Sophomore Amanda Sobhy, shown above in previous action, clinched the Harvard women’s squash team’s second consecutive national title by defeating her Trinity opponent, Kanzy El Defraway, 11-8, 11-7, 11-8, just over a week after El Defraway dealt Sobhy her first game loss in collegiate competition.
With her team up, 4-2, against No. 4 Trinity through the first two rotations, sophomore Amanda Sobhy took center stage at the Brady Squash Courts in New Haven, Conn. The No. 2 Harvard women’s squash team (15-1, 6-1 Ivy) was just one win away from successfully defending its national title.
It was the second time that Sobhy and her opponent, Kanzy El Defraway of the Bantams, had faced off this season. Though Sobhy bested her opponent, 3-1, when they first met just over a week ago, El Defraway handed the sophomore the first game loss of her collegiate career in that early February meeting.
This time around, Sobhy wasted little time, stringing together 11-8, 11-7, and 11-8 wins to pick up the victory and seal the national title for the Crimson.
“Amanda has been a perennial force at No. 1,” co-captain Natasha Kingshott said. “She clinched the fifth match for us. It did come down to the end, but we had total confidence in her play there.”
Harvard ended the tournament with a 5-4 win over Trinity to take home the Howe Cup for the third time in the past four years and 14th time in program history.
“It was a really tough weekend, both mentally and physically,” Kingshott said. “But this day, for every individual player, whether they won or lost, was just the culmination of a whole season’s worth of hard work and dedication.... We’ve had some bumps along the road, but we’ve proven ourselves to be a resilient team. I really think we played our best squash today.”
The Crimson began its title defense campaign with a 9-0 rout of No. 7 Stanford on Friday in the quarterfinal match.
Harvard had a much closer contest in the semifinals, when the Crimson took on No. 3 Penn in a Saturday afternoon showdown. The match was tied, 3-3, after the first two rotations of players. But Harvard pulled away for a 6-3 victory with wins in the final three matches. Freshman Michelle Gemmell pulled out a 3-2 win in the No. 4 slot, Sobhy picked up a 3-0 victory at No. 1, and co-captain Sarah Mumanachit beat her opponent, 3-1, at No. 7.
The win over the Quakers pitted the Crimson against the Bantams in the finals after Trinity upset No. 1 Princeton in Saturday’s other semifinal contest.
“The whole weekend has really been a roller coaster,” Mumanachit said. “We were really hyped to play Princeton hopefully, since we wanted to avenge our loss earlier this season. But we were happy to play Trinity in the finals. They are really good competitors. It was really close and exciting.”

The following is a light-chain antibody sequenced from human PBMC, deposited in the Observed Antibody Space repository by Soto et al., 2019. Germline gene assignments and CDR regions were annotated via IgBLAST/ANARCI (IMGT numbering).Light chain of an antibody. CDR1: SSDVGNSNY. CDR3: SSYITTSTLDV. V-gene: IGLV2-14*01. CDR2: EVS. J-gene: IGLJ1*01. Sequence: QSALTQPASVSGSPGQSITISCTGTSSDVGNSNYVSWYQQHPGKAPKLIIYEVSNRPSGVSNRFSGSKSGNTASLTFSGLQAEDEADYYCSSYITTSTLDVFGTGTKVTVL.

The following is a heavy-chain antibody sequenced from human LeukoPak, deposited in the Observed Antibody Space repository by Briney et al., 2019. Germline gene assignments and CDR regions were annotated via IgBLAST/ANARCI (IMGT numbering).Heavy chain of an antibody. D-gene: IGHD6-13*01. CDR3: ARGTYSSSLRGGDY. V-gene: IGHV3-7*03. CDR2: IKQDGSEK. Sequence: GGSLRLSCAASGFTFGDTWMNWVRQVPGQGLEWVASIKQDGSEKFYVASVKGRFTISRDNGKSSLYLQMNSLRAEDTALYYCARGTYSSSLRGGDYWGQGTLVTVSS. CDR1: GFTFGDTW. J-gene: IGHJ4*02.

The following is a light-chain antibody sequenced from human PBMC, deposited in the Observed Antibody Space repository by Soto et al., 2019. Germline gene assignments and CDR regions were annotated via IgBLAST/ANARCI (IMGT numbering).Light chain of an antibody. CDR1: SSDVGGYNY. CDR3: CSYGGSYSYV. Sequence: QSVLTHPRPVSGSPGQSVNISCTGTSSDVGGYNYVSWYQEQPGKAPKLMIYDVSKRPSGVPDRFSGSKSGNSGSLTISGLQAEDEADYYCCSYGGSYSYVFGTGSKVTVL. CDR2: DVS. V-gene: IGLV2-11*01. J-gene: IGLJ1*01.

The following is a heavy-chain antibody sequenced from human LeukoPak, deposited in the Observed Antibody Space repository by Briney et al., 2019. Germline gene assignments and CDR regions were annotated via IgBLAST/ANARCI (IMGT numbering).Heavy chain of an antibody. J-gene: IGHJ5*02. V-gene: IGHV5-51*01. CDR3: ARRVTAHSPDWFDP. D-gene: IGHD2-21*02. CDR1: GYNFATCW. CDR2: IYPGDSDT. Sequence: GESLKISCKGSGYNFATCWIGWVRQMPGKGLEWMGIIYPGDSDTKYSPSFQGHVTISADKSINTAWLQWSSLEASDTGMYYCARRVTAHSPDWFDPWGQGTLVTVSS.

In Harvard’s first meeting with the Bantams this season, the Crimson came away with a comfortable 7-2 victory.
“There was a little bit of pressure, since we had a convincing win over them last week, but we knew they were underdogs and ready to challenge us,” Kingshott said. “I think we took it in stride. Throughout the season, we’ve shown that we can handle the pressure.”
Harvard jumped out to an early 3-0 lead on Sunday, as sophomore Haley Mendez, Kingshott, and sophomore Megan Murray picked up wins in the No. 3, No. 6, and No. 9 positions, respectively. But the Bantams would go on to win two of the next three matches in the second flight. Playing at No. 8, Julianne Chu lost her match in three straight games, while senior Laura Gemmell suffered her second loss of the season by the same margin at No. 2. Freshman Saumya Karki picked up the lone win for the Crimson in the round with a 3-0 win at No. 5.
“We took the early lead, which was really great for our confidence,” Kingshott said. “[But] Trinity is a really formidable opponent. They were hungry for this win as well, and so they came out firing in the next couple rounds.”
Though Michelle Gemmell and Mumanachit suffered losses in the No. 4 and No. 7 positions, respectively, Sobhy’s 3-0 win gave Harvard the edge and clinched the national title for the Crimson.
“It hasn’t even really set in,” Kingshott said. “I’m just so proud of everyone. When you put in so much work as an individual, and you see all the work your teammates put in, to see it all come together is one of the most gratifying experiences. We couldn’t have ended it in a better way.”
—Staff writer Brenna R. Nelsen can be reached at firstname.lastname@example.org. Follow her on Twitter @CrimsonBRN.